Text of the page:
What Should I Tell Them?

What if one of my children—or later, one of my grandchildren—was to ask if she should be a writer? What should I tell her?

ChildrenIt would be easy to recall all the downsides and advise her to grow up to be something—anything—else. Why subject my own flesh and blood to the long hours alone, the frenzied and awful first drafts, the agony of editing, the anxiety of submission, the torture of rejection, and the years of solitary obscurity?

Why not spare her all that, since I know about it and she can benefit from my wisdom?

But then…

There is that giddy enthusiasm as a good story idea takes hold in your mind, the godlike power of creating a world and peopling it, the fun of coming up with a clever line, the thrill of getting your first (and all subsequent) acceptances, and the ecstasy of seeing your name in print. There’s all that.

Looking back on what I wish I’d known, should I tell her that stuff too? Should I tell her:

  • she shouldn’t expect instant success? It may happen, of course, and I’d be very proud if it did, but chances are low.
  • to, therefore, get and keep a day job, (or marry into wealth)?
  • to consider certain genres and shun others? Romance and horror sell well, but others are so-so.
  • to be unafraid of submitting (like I was for a long time)? Even if I told her, would it make any difference?
  • that rejections are no cause for distress? A rejection is not the end; it’s the beginning of new opportunities for that story and that market.

When it comes down to it, I guess all she really needs to know is whether she has an inner drive to tell a story through written words. Does she have a fire inside that will burn despite any setback, any hardship? Is her little mind filled to bursting with an idea that must get out somehow?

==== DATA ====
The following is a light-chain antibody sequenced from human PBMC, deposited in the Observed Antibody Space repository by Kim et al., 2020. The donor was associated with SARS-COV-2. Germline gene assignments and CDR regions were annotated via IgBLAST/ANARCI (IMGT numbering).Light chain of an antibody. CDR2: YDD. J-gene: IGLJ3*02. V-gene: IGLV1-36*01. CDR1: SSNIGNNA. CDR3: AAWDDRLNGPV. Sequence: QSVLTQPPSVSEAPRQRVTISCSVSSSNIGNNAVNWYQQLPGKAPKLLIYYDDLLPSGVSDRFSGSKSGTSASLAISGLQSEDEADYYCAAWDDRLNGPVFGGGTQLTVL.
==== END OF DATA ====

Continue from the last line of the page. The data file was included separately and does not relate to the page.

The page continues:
That’s something I don’t know, and can’t impart.

If the passion isn’t there, nothing I can say will make her a writer.

Conversely, if the passion is there, nothing I say will stop her from writing.

If you’re a writer, leave me a comment about what I should tell a child or grandchild who’s curious about becoming a writer. What did you tell your child? Because if there’s one author who’s aching to know such things, it’s—

Poseidon’s Scribe

Leave Yourself Wanting More

You’ve heard the show business adage, “Always leave them wanting more,” meaning an entertainer should exit the stage before the audience gets bored.   Helen DunmoreBy the same principle, novelist and poet Helen Dunmore said you should “finish the day’s writing when you still want to continue.”